In 1820, there was no Greenpeace and commercial whaling was a thriving industry. It was on this day in this year that one 80-ton sperm whale, furious at the murder of its fellow pod members, took matters into his own flippers and rammed (and sank!) Nantucket whaling ship Essex in the south Pacific. This happened near Pitcairn Island, where survivors of an earlier maritime event, the mutiny on The Bounty, still reside to this day. Unfortunately, the Essex survivors weren’t lucky enough to find an island to sustain them, so they eventually had to dine on the remains of their comrades — in one case murdering the captain’s unlucky cousin when lots were drawn (he lost).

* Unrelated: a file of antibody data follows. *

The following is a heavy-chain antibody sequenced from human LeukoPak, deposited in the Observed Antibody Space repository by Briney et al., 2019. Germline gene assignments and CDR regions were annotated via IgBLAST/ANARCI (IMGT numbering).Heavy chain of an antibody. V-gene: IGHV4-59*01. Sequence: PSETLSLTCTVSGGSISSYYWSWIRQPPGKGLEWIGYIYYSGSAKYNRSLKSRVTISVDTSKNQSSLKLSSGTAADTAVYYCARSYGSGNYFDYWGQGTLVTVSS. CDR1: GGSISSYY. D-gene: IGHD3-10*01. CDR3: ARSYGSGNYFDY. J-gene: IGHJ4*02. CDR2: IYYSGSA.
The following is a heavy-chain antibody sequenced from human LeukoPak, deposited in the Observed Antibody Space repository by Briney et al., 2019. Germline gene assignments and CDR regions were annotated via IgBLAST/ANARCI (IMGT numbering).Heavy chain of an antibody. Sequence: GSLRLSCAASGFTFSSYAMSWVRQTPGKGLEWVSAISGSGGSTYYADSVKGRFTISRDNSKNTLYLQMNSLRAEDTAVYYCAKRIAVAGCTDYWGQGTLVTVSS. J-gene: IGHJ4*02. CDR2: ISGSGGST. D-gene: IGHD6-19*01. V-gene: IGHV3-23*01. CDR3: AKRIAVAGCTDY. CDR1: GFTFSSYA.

In 1851, American customs official-to-be Herman Melville wrote a novel, Moby-Dick, that was inspired by this event and experiences from his own early life spent sailing. Maybe you’ve heard of it? (Incidentally, I think if you slapped a flat-bottomed ZZ Top beard on Seann William Scott (Stifler of American Pie fame), he’d kind of look like Herman Melville. What do you think?)